Picture a group of guys sitting around a table, smoking expensive cigars and drinking Heineken, and talking about what they would build in a new green, sustainable house if they had the opportunity…and money. There’s some humor here. These guys are smoking cigars and talking about building environmentally friendly houses. Lots of ideas were bantered-about, but one guy actually, the following week, produced his plans for building an incredible house for his ‘retirement’-a home that he says could be passed-down throughout generations. A home that is entirely sustainable, as ‘green’ as it gets, and would out-last conventional homes by decades, without the usual expense of reconditioning and remodeling. We didn’t believe him…at first.
At first I thought this was a joke, but it is real. This guy is going to build a ‘rammed-earth’ home. It’s going to be more expensive than the conventional home initially, but the savings will come later. He calls it his ‘forever generation of families home’ that will last well past his demise, and one that his family will never sell. Needless to say, he got our attention.
Rammed-earth homes-or buildings-aren’t new. They have been around for hundreds of years, having been used in Europe, south America, and in the arid areas of the U.S., including California, Montana, Idaho, Arizona, New Mexico, Oregon and Washington. In essence, rammed-earth homes have 14-20 inch walls where earth is compacted between formwork to make a homogeneous mass wall. It’s been used for centuries and is catching-on as sustainable and beautiful building material. The concept is this: Buildings consume 45 percent of our energy use in Canada and the United States. With energy costs at an all time high and mass environmental awareness forcing change, buildings are the primary place we can impact global warming. In this age of peak oil and historic oil spills, we can transform the built environment now through proven ecological and sustainable alternatives. One of these alternatives is to use the very ground we live on to build the walls of our buildings. Check this out: Here are some of the statistics he provided our group about this unique process:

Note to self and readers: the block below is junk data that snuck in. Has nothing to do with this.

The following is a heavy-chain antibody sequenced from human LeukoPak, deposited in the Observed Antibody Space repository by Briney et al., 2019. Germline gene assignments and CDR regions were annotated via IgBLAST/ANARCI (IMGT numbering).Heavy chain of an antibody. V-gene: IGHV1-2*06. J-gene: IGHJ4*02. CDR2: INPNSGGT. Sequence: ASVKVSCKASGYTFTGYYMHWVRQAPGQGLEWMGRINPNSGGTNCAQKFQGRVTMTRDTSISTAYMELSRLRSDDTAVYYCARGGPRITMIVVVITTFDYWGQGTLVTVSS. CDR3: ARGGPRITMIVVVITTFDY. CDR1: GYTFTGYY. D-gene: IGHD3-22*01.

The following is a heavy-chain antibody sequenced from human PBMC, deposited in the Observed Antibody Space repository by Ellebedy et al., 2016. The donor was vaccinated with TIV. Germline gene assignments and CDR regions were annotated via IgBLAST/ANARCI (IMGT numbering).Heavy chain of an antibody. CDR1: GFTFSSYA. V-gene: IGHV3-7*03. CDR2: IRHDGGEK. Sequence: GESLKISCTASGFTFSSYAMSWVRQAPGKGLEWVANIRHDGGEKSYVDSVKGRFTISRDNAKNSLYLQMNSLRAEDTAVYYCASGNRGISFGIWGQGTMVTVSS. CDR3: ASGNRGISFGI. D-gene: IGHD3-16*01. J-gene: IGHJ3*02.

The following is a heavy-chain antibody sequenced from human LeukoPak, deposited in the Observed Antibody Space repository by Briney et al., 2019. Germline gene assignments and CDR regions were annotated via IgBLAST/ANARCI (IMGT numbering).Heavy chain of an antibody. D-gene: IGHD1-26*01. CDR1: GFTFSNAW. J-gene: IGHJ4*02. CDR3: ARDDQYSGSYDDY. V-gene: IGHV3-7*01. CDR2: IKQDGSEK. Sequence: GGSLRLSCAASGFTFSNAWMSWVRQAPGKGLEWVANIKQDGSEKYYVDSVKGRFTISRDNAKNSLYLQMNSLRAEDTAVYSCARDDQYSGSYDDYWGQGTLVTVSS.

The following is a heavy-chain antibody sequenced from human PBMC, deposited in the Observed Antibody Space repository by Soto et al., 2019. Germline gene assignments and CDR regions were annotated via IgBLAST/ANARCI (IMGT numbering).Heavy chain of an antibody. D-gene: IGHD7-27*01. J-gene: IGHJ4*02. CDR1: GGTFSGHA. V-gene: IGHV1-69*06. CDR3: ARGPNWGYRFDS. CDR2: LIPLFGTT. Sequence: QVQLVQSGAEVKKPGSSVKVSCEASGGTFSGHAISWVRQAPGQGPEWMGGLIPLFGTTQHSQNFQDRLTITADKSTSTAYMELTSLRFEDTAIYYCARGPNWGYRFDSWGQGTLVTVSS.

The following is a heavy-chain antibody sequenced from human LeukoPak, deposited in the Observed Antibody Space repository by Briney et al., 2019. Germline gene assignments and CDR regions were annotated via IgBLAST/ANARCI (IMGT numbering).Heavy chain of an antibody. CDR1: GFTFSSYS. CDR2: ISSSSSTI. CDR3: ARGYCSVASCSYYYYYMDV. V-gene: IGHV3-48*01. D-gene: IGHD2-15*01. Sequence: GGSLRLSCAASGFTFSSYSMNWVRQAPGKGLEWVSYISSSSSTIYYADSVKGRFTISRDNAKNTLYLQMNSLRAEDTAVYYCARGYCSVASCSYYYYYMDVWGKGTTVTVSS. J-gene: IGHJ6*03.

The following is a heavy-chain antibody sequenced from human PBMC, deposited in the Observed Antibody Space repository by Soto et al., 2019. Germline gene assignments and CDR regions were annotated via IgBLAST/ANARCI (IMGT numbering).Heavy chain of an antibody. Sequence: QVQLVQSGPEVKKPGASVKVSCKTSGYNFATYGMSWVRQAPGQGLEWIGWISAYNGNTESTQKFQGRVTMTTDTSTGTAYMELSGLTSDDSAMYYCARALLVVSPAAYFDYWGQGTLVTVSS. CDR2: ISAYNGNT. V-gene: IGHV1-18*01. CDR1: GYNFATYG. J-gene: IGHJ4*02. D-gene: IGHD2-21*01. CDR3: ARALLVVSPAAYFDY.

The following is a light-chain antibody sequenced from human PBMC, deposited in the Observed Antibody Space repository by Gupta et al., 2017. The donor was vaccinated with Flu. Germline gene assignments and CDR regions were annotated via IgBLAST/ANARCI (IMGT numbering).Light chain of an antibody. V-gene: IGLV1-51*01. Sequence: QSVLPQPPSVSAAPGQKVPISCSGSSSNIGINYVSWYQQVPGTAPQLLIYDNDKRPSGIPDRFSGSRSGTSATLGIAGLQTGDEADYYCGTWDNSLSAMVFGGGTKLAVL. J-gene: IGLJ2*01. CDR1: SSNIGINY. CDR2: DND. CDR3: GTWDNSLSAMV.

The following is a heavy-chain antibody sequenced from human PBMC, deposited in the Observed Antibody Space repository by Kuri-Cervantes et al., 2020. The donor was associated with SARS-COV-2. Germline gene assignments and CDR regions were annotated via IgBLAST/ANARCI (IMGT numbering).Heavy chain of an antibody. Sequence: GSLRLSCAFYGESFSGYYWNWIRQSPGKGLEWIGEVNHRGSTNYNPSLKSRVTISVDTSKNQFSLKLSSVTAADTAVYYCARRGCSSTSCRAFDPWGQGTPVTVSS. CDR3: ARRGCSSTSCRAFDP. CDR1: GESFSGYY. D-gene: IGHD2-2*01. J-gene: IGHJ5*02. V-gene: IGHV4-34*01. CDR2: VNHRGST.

The combination of heat retention from the mass of rammed earth and insulation makes rammed-earth homes suited for various climates. In fact, heating and cooling is efficient and there is little or no maintenance with rammed-earth homes. It insulates 13.5 times more than a concrete wall of the same thickness. Insulated rammed earth also has incredible thermal capacity, capturing and storing energy through passive solar design.
Most buildings have a life expectancy of less than 50 years. This cycle exhausts energy and resources and creates a toxic waste stream by constantly rebuilding. As well, there are no building codes or standards that require buildings be disaster resistant, healthy (containing no toxic materials) or meet other important benchmarks of a quality construction such as energy efficiency, environmental impact and durability.
Fire and Earthquake resistance
Rammed-earth’s green design is low to no impact, using sustainable, locally sourced and ecological building materials. Durable stabilized, insulated rammed earth walls are virtually fire, water and earthquake proof.
In Australia, rammed earth walls have a four-hour fire rating, the highest for Australian codes. Fire tests to AS 1530.4 – 1985 on a 300mm-thick rammed earth wall with 6 percent cement gave 240/240/240 for structural adequacy, integrity and insulative capacity. This means the wall is still standing strong after four hours in a fire!